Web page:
GPs must quiz ALL new mums on sleep and eating habits to spot earliest signs of post-natal depression

GPs must ask all new mums about their appetite and sleeping habits to boost detection of depression.

An NHS watchdog claims too many medics are failing to carry out proper mental health screening.

It warns cases of post-natal depression are being missed because symptoms are being confused with “what is considered normal” in new mums.

Women and their babies are seen by their GP for a check-up around six weeks after delivery.

But the National Institute for Health and Care Excellence (Nice) medics must do more needs to spot mental health problems.

New draft guidelines say GPs should ask new mums about erratic eating and sleeping habits – which can be early signs of the baby blues.

One in five women – around 140,000 each year – suffer anxiety, depression or other mental health problems during pregnancy or shortly afterwards.

Symptoms are wide-ranging and can also include low mood and struggling to cope.

Some desperate women are left suicidal.

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Treatments available to women with mental health problems include counselling, talking therapy and medication.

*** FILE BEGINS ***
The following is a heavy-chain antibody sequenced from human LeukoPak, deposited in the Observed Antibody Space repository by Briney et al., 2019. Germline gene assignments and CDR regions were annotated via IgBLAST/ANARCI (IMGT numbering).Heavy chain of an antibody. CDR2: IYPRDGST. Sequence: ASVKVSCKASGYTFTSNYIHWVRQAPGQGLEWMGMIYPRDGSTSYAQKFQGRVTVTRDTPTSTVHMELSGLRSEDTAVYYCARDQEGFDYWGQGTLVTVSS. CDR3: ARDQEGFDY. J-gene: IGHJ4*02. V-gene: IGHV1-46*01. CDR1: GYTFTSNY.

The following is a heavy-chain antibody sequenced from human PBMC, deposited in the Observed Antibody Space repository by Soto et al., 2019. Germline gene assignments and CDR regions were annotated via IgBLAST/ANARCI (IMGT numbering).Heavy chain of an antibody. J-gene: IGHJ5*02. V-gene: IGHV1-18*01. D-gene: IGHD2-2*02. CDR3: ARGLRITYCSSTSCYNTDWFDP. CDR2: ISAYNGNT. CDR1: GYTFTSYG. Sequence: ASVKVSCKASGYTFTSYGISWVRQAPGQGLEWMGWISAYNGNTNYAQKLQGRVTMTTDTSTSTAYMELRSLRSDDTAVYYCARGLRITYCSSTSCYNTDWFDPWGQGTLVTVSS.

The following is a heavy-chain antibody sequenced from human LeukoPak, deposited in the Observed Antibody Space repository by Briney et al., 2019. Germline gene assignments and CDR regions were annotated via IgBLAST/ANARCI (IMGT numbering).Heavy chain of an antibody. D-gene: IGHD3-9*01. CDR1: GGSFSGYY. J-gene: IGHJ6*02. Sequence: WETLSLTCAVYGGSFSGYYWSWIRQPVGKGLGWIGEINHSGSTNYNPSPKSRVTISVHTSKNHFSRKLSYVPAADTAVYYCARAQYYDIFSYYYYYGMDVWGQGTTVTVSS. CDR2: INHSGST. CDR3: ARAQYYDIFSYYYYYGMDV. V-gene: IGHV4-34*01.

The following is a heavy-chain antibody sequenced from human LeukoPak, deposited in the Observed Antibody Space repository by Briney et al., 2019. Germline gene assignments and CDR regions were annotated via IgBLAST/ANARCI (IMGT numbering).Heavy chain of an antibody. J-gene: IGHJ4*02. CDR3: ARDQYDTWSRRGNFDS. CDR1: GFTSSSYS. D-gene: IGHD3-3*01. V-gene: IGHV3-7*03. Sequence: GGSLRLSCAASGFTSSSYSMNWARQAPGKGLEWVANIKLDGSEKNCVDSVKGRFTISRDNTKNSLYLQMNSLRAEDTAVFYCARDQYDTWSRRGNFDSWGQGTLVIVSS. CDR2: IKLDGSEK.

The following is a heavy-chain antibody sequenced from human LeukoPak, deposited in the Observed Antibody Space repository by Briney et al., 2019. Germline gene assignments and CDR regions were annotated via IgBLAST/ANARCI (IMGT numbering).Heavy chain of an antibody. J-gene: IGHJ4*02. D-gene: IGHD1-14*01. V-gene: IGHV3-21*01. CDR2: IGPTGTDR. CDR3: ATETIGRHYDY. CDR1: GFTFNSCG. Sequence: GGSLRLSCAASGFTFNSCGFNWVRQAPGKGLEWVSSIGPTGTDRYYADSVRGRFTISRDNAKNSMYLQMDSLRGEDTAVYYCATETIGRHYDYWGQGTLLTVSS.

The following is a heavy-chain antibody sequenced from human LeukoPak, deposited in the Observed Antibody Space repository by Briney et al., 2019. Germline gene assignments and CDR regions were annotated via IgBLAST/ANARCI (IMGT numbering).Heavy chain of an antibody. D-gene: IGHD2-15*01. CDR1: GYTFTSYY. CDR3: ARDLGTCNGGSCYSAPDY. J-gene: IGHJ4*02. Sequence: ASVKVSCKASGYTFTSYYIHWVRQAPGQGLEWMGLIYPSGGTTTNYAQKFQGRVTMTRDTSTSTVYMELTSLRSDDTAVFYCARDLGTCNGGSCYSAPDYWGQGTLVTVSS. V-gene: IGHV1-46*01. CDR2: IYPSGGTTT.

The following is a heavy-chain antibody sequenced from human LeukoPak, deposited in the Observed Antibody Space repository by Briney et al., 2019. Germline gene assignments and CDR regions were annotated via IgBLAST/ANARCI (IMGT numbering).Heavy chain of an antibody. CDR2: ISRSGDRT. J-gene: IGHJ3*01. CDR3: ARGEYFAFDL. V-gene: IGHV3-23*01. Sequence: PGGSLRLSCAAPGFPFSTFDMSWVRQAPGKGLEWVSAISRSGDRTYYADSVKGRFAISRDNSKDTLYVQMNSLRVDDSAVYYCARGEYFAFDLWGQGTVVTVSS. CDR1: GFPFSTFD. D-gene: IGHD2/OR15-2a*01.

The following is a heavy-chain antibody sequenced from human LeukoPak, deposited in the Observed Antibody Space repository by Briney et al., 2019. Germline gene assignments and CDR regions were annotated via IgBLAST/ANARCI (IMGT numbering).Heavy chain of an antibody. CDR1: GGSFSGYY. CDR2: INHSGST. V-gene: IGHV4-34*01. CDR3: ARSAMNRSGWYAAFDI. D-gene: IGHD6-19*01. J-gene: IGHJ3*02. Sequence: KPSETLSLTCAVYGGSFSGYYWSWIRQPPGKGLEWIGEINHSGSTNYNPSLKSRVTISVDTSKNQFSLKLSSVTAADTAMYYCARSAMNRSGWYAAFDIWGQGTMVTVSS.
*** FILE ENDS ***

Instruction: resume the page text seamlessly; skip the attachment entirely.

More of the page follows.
Professor Daniel Keenan, associate medical director at Manchester University Hospitals who helped draft the new Nice guidance, said: “Symptoms of mental health problems can be masked during pregnancy, and the post-natal period.

“We recommend that clinicians ensure new mothers are asked about their mental health so that these symptoms are not overlooked and women are not left to suffer in silence.

“Giving women the right treatment at the right time can have a profound effect – not just for the mother, but her family too.”

The new guidance also states women should be asked about their mental state at their first midwife appointment when they are around two months pregnant.

Pregnant women and new mums are at risk of several disorders alongside depression, including panic disorder, anxiety, obsessive-compulsive disorder, post-traumatic stress disorder and tokophobia – the extreme fear of childbirth.

Women who already had a mental health issue before pregnancy may see their symptoms getting worse, while new changes – such as weight gain – can trigger or exacerbate eating disorders.

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